U.S. Attorney General Eric Holder said Thursday that the Cleveland police department systematically engages in excessive use of force against civilians, and that a court-appointed monitor will now oversee implementation of reforms. (Reuters)

On Thursday, the Department of Justice released a scathing investigation of the Cleveland Police Department that found that officers there have engaged in a pattern of excessive and deadly force against residents — using guns, tasers, chemical spray and fists — in violation of their rights.

Investigators uncovered officers firing their guns at people who posed them no threat, using lethal force out of proportion to the resistance they met, and escalating incidents that might have been disarmed instead. The department, meanwhile, systemically failed to hold officers accountable, or even to document many of these incidents. The report is particularly stinging given that it comes a decade after the DOJ's last investigation of the Cleveland PD, when it uncovered charges "starkly similar to the findings" today.

The document is a painful, often shocking read. But it's also a good primer for anyone unconvinced of the need for police reform. Below are some of the most distressing stories documented in the report.

The DOJ found Cleveland police officers shooting at people who presented neither serious nor imminent threats. In this 2013 incident, a sergeant fired at a victim, "Anthony," fleeing a home where he was being held against his will by armed suspects:

When officers arrived on scene, they had information that two armed assailants were holding several people inside the home. After officers surrounded the house, Anthony escaped from his captors and ran from the house, wearing only boxer shorts. An officer ordered Anthony to stop, but Anthony continued to run toward the officers. One sergeant fired two shots at him, missing. According to the sergeant, when Anthony escaped from the house, the sergeant believed Anthony had a weapon because he elevated his arm and pointed his hand toward the sergeant. No other officers at the scene reported seeing Anthony point anything at the sergeant.

The sergeant’s use of deadly force was unreasonable. It is only by fortune that he did not kill the crime victim in this incident.

The report found officers striking suspects even after they had been handcuffed:

In another incident, an officer punched a handcuffed 13 year-old boy in the face several times. Officers had arrested the juvenile for shoplifting. While “Harold” was handcuffed in the zone car, he began to kick the door and kicked an officer in the leg. In response, the 300 pound, 6’4” tall officer entered the car and sat on the legs of the 150 pound, 5’8” tall handcuffed boy. Harold was pushing against the officer with his legs, but was handcuffed and posed no threat to the officer. Nevertheless, the officer continued to sit on Harold and punched him in the face three to four times until he was “stunned/dazed” and had a bloody nose.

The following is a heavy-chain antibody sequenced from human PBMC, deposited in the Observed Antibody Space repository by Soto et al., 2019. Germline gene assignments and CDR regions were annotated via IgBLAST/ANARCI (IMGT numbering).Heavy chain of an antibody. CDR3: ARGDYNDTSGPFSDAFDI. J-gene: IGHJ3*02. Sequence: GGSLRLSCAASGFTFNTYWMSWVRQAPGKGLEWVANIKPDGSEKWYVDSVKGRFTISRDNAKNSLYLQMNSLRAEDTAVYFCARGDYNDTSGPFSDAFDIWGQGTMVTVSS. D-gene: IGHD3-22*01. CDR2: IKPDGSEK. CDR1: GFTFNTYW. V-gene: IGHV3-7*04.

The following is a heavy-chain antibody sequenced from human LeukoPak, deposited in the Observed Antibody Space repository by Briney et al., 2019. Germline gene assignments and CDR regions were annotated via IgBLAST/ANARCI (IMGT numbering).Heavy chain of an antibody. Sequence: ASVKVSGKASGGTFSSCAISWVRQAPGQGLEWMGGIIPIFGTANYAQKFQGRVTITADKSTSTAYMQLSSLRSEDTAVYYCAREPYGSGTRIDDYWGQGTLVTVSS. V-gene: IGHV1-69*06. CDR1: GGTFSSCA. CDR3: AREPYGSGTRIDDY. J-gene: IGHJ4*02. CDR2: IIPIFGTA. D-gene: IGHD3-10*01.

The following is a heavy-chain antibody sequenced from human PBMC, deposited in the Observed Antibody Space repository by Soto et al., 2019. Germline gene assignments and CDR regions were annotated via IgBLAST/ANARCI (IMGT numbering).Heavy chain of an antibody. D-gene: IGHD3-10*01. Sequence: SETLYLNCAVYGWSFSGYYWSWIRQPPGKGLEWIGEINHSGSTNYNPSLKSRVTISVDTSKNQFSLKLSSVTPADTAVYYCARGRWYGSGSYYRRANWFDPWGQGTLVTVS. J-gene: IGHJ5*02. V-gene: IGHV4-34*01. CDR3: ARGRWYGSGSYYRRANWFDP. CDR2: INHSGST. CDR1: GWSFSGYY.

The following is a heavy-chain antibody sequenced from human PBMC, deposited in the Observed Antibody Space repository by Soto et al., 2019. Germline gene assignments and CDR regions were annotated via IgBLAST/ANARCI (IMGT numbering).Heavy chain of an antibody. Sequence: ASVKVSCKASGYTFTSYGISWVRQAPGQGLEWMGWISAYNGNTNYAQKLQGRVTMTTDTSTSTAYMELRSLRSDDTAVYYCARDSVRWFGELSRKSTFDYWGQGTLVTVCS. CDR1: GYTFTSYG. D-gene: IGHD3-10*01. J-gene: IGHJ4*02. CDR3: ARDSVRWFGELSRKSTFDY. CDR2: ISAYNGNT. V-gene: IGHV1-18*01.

And using their tasers inappropriately:

In one incident that illustrates CDP’s inappropriate use of Tasers, an officer used his Taser to drive stun a 127-pound juvenile twice as two officers held him on the ground. Officers believed that “Ivan” matched the description of a possible fleeing suspect wanted for harassing store customers and stealing. Officers chased Ivan on foot, caught up to him, and tackled him. The officers alleged that the 127-pound juvenile “continued to resist” as they both held him on ground, prompting one of the officers to deploy his Taser twice in the juvenile’s back in drive stun mode, even though both officers were holding him down.

In other cases, officers deployed unreasonable force against people with mental illness:

We reviewed one incident where—in response to a request for assistance—a CDP officer tased a suicidal, deaf man who committed no crime, posed minimal risk to officers and may not have understood officers’ commands. “Larry’s” mother had requested CDP’s assistance because her son, who has bipolar disorder and communicates through sign language, was holding broken glass against his neck and threatening suicide. When officers arrived, Larry went into the bathroom and sat on the edge of a half-filled tub. The officers followed and, without confirming that Larry could communicate through notes, wrote him a note saying that he needed to go to the hospital. Larry waved his hands “aggressively,” which the officers interpreted as refusal. One of the officers then grabbed Larry’s arm. Larry pulled back, “struggling” with the officer. The other officer then yelled “Taser” and pointed his finger at his Taser. Larry continued to struggle, so the officer tased Larry in his chest.

Or needing medical care:

In another incident involving the use of a Taser against a person in crisis, a CDP officer tased a man, despite the fact that he was suffering a medical emergency and was strapped onto a gurney in the back of an ambulance, because he was verbally threatening officers.

The report found officers who did not "consider carefully enough their actions" when drawing their weapons:

In one instance, an officer’s decision to draw his gun while trying to apprehend an unarmed hit-and-run suspect resulted in him accidentally shooting the man in the neck. The man was critically injured.

These stories don't even touch on the DOJ's second grave set of conclusions: that the department failed do much about such misconduct after it occurred.

It's true that police need to deploy force at times, to protect themselves and others. And many incidents — the death of Michael Brown is one of them — exist in a gray area between self defense and misconduct where it's hard to identify for certain police abuse. But the DOJ's report from Cleveland makes clear that there can also be stark lines around what's wrong, and where reform is needed.